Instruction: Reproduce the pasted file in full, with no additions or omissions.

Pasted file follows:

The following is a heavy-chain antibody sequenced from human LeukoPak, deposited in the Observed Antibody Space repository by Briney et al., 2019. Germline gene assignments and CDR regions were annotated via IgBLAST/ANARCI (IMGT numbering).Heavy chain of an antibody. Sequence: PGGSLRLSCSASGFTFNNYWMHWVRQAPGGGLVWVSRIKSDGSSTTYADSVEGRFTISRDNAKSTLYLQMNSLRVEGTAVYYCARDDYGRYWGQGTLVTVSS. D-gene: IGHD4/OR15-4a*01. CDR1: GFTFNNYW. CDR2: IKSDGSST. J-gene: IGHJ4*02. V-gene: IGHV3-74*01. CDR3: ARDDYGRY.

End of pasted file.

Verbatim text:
The following is a heavy-chain antibody sequenced from human LeukoPak, deposited in the Observed Antibody Space repository by Briney et al., 2019. Germline gene assignments and CDR regions were annotated via IgBLAST/ANARCI (IMGT numbering).Heavy chain of an antibody. Sequence: PGGSLRLSCSASGFTFNNYWMHWVRQAPGGGLVWVSRIKSDGSSTTYADSVEGRFTISRDNAKSTLYLQMNSLRVEGTAVYYCARDDYGRYWGQGTLVTVSS. D-gene: IGHD4/OR15-4a*01. CDR1: GFTFNNYW. CDR2: IKSDGSST. J-gene: IGHJ4*02. V-gene: IGHV3-74*01. CDR3: ARDDYGRY.